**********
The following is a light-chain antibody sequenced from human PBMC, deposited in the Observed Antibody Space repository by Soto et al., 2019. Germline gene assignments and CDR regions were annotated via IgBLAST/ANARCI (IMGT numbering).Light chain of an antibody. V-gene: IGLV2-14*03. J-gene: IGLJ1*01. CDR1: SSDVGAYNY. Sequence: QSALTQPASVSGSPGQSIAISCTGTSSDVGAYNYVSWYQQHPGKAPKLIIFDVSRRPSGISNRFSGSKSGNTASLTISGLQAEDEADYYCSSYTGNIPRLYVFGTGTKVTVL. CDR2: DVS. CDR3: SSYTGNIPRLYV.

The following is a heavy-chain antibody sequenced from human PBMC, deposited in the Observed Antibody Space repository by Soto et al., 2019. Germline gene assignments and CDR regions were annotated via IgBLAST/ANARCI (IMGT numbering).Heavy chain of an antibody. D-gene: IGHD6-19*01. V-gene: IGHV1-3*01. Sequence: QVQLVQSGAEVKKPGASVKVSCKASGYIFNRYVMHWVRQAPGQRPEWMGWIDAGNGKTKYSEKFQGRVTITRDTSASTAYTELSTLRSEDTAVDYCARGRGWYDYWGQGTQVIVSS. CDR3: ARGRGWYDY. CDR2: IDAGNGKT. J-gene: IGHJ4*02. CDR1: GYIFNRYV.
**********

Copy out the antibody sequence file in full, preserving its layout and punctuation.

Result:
The following is a light-chain antibody sequenced from human PBMC, deposited in the Observed Antibody Space repository by Soto et al., 2019. Germline gene assignments and CDR regions were annotated via IgBLAST/ANARCI (IMGT numbering).Light chain of an antibody. V-gene: IGLV2-14*03. J-gene: IGLJ1*01. CDR1: SSDVGAYNY. Sequence: QSALTQPASVSGSPGQSIAISCTGTSSDVGAYNYVSWYQQHPGKAPKLIIFDVSRRPSGISNRFSGSKSGNTASLTISGLQAEDEADYYCSSYTGNIPRLYVFGTGTKVTVL. CDR2: DVS. CDR3: SSYTGNIPRLYV.

The following is a heavy-chain antibody sequenced from human PBMC, deposited in the Observed Antibody Space repository by Soto et al., 2019. Germline gene assignments and CDR regions were annotated via IgBLAST/ANARCI (IMGT numbering).Heavy chain of an antibody. D-gene: IGHD6-19*01. V-gene: IGHV1-3*01. Sequence: QVQLVQSGAEVKKPGASVKVSCKASGYIFNRYVMHWVRQAPGQRPEWMGWIDAGNGKTKYSEKFQGRVTITRDTSASTAYTELSTLRSEDTAVDYCARGRGWYDYWGQGTQVIVSS. CDR3: ARGRGWYDY. CDR2: IDAGNGKT. J-gene: IGHJ4*02. CDR1: GYIFNRYV.